Incidentally, Debonneville was the first Frenchman to participate in such auspicious inaugural rallies, as the Dragon, the Shamrock, the Krystall and a host of others.
Yet he was nevertheless an integral part of the whole adventure, reluctantly having to sell one of his rare vintage motorcycles to finance the cost of the whole expedition. This 'venerable tall, bearded man', it's true, was not as sexy in the eyes of journalists as the alluring Anne France.
Jean-Marie Debonneville (left) and the late Kiki Blanchot (right); these two 'seigneurs' are undoubtedly two of the greatest figures in the world of French motorcycle touring of the 1960s and 1970s
On her triumphant return from the Orion 72 Rally, Anne-France Dautheville became the darling of the media. But a few months later, while writing articles for 'Champion' magazine and preparing a book recounting her experiences, a rumour began circulating that she had finished the journey in a truck. Worse still, there were additional rumours that she was a nymphomaniac, a lesbian and took drugs. This gossip and prejudice was typical of the old-fashioned, staid French attitudes of the time.
All this publicity added greatly to the media coverage of the Orion Rally. So much so, that this event was repeated with a second adventure the following year, but this time the ethos and route were different.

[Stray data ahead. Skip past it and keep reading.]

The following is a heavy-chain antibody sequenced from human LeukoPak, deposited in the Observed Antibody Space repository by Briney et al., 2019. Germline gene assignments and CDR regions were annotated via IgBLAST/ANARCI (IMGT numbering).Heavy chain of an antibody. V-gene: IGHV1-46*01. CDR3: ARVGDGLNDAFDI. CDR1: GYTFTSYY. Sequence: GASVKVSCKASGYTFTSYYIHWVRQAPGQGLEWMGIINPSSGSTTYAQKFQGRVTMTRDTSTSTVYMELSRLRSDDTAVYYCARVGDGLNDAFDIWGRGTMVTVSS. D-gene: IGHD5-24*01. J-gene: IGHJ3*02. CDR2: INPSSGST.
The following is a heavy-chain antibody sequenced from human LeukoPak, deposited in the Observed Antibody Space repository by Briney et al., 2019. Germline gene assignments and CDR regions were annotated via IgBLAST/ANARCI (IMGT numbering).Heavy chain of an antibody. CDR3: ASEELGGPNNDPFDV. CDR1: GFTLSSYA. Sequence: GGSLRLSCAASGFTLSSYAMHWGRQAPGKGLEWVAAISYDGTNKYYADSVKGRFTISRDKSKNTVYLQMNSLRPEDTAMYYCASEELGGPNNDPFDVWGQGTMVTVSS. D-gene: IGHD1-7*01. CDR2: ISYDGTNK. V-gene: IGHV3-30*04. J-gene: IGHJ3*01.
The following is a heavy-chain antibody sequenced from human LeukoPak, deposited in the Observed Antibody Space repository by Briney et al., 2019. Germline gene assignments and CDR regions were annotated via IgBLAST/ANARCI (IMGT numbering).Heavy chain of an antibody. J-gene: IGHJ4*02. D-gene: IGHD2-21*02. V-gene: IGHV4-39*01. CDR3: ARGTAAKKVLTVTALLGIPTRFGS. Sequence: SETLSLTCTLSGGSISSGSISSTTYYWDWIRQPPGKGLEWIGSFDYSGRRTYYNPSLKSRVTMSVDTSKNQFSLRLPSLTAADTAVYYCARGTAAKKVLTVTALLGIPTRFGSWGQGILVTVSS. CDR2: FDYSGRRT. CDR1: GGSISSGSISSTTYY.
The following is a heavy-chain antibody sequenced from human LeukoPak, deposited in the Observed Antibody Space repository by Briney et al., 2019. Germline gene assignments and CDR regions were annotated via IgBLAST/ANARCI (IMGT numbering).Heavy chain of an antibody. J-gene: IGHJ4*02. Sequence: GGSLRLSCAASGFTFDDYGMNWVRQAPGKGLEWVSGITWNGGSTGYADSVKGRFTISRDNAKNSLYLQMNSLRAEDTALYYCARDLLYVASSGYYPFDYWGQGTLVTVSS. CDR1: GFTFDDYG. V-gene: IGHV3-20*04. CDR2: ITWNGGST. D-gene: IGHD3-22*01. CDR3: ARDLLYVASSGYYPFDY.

Dautheville published her first book entitled 'Une demoiselle sur une moto' which proved to be quite successful, subsequently deciding to set off on her own for a round-the-world trip astride her little 90cc Kawasaki, if only to prove what an authentic and committed traveller she was.
She continued her adventures with a tour of Australia and a trip to South America, participating along the way in radio shows, as well as furthering her growing career as a novelist.
Uwe Ommer, Orion Rally 72 photographer
Legendary German photographer, Uwe Ommer, moved to Paris in 1963 simply to learn French but in the end he never left. With a passion for motorcycling, several portraits of bikers are to be found in his works.
In 1972, he took part in the very first Orion Rally riding a BMW R75/5, creating a photographic reportage of the whole event. After reaching Isfahan, accompanied by about 10 rallyists, he continued his adventurous as far as Afghanistan.
In the video below, he relates to the journalist interviewing him, his anecdotes and experiences during the rally.
He displays some of the photos from Orion 72, together with exclusive artistic testimonies in glorious colour.
If you don't speak French, don't be put off, the photos alone are worth the effort to watch.
Text: Jean-Francois Helias & Gilles Gaudechoux
Images: JM Debonneville, JF Helias, G Gaudechoux
Translation: Jean-Francois Helias
Continues with Paris-Ghardaia 1973.